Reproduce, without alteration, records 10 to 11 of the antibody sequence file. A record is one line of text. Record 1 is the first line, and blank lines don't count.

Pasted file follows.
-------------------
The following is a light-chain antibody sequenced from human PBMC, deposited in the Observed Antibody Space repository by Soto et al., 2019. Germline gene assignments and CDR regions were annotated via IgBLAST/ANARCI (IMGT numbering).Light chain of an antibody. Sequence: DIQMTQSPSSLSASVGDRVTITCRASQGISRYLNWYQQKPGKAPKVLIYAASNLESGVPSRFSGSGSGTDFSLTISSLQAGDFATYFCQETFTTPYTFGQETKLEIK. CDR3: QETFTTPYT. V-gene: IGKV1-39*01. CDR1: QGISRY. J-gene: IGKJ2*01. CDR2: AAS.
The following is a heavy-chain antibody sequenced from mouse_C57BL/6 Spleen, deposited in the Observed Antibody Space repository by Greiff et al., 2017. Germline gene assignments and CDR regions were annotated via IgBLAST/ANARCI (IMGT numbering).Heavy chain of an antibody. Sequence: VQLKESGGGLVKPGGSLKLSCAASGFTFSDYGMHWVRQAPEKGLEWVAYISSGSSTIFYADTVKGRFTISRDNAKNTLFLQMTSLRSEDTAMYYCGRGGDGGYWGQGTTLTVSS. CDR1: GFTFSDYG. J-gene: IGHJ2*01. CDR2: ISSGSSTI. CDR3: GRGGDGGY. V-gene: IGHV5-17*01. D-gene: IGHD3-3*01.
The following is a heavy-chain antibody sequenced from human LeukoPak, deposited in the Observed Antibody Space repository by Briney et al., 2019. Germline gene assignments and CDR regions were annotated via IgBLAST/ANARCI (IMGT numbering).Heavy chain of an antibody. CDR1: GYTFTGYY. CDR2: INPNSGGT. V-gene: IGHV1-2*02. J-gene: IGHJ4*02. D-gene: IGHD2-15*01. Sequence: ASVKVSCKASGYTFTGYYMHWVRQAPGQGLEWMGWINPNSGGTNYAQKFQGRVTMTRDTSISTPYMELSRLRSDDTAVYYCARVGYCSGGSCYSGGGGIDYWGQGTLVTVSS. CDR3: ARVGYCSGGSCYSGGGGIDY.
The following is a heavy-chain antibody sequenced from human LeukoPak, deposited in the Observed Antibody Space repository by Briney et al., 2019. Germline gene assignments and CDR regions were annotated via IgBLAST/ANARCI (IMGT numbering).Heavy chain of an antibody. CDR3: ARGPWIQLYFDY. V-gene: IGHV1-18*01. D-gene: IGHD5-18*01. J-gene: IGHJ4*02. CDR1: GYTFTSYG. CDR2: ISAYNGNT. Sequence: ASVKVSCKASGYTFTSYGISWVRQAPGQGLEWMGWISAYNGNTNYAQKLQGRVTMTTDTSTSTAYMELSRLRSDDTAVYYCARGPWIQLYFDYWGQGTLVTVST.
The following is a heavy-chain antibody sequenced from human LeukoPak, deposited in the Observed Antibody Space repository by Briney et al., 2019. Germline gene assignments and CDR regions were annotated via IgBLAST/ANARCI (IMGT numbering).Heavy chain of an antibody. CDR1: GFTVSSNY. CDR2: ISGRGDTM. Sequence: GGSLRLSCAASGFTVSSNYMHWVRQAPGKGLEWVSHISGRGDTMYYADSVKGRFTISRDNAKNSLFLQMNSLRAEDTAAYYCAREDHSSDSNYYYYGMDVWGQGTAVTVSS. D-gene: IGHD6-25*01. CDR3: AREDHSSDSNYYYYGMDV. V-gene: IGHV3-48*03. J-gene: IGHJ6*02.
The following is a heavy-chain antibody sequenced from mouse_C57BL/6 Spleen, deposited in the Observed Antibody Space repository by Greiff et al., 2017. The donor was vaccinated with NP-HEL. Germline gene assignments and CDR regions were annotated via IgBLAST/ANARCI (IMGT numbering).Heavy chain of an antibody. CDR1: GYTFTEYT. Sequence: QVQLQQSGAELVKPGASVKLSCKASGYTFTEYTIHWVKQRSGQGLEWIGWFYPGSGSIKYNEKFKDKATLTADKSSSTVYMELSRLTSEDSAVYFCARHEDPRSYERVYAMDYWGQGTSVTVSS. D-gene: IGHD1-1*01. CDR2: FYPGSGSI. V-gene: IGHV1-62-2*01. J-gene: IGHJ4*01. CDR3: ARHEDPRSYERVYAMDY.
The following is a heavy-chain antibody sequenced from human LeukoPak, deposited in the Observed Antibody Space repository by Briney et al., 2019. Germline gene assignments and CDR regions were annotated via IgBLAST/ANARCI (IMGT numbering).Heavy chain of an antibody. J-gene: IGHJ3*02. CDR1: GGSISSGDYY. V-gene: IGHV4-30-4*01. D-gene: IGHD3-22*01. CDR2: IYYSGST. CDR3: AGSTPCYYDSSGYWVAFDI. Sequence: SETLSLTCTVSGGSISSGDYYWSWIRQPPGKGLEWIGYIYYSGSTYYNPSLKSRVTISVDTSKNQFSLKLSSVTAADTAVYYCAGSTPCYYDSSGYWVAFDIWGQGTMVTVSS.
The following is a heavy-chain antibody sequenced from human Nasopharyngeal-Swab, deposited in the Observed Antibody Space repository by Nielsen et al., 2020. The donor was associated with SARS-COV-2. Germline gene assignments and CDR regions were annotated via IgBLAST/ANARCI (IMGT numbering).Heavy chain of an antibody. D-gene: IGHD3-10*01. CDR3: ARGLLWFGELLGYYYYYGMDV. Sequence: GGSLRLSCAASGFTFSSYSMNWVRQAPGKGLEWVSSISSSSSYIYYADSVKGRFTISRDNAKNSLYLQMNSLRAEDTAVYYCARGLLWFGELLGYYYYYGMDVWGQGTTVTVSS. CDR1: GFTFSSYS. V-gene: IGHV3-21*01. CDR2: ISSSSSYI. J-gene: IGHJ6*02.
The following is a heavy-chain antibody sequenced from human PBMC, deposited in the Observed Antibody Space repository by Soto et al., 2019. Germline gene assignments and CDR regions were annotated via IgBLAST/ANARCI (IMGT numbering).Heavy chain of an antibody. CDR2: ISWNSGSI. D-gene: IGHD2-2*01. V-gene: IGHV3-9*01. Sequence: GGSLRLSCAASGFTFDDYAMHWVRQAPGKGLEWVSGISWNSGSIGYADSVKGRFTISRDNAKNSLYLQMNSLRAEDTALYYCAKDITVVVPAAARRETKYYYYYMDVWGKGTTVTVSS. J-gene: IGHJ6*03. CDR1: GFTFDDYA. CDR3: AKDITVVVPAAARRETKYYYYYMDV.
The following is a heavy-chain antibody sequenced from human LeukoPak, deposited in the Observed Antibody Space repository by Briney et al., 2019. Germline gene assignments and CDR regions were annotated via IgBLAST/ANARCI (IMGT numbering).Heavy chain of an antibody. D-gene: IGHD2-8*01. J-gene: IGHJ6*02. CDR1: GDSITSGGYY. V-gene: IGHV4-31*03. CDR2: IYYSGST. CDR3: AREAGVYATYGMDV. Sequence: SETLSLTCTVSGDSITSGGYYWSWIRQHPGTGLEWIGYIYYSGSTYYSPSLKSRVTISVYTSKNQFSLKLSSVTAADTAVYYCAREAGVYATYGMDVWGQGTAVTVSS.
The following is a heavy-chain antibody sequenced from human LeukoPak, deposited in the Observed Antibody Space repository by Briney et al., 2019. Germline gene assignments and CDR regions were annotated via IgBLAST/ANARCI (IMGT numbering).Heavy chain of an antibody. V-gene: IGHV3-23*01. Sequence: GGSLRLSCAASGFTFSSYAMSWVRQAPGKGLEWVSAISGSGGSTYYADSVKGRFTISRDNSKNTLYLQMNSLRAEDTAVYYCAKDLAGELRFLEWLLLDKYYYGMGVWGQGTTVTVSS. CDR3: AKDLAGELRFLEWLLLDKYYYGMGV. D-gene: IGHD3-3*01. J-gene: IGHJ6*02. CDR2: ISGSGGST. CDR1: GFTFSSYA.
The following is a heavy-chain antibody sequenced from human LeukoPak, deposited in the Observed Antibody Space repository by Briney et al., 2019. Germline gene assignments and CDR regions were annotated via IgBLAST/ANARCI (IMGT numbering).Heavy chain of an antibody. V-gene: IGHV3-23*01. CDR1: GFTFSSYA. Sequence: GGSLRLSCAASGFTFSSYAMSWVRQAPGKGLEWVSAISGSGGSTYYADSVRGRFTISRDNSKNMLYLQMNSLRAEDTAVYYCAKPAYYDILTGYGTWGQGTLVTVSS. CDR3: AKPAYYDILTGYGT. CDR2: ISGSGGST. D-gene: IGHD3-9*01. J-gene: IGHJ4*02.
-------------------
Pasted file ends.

The following is a heavy-chain antibody sequenced from human LeukoPak, deposited in the Observed Antibody Space repository by Briney et al., 2019. Germline gene assignments and CDR regions were annotated via IgBLAST/ANARCI (IMGT numbering).Heavy chain of an antibody. D-gene: IGHD2-8*01. J-gene: IGHJ6*02. CDR1: GDSITSGGYY. V-gene: IGHV4-31*03. CDR2: IYYSGST. CDR3: AREAGVYATYGMDV. Sequence: SETLSLTCTVSGDSITSGGYYWSWIRQHPGTGLEWIGYIYYSGSTYYSPSLKSRVTISVYTSKNQFSLKLSSVTAADTAVYYCAREAGVYATYGMDVWGQGTAVTVSS.
The following is a heavy-chain antibody sequenced from human LeukoPak, deposited in the Observed Antibody Space repository by Briney et al., 2019. Germline gene assignments and CDR regions were annotated via IgBLAST/ANARCI (IMGT numbering).Heavy chain of an antibody. V-gene: IGHV3-23*01. Sequence: GGSLRLSCAASGFTFSSYAMSWVRQAPGKGLEWVSAISGSGGSTYYADSVKGRFTISRDNSKNTLYLQMNSLRAEDTAVYYCAKDLAGELRFLEWLLLDKYYYGMGVWGQGTTVTVSS. CDR3: AKDLAGELRFLEWLLLDKYYYGMGV. D-gene: IGHD3-3*01. J-gene: IGHJ6*02. CDR2: ISGSGGST. CDR1: GFTFSSYA.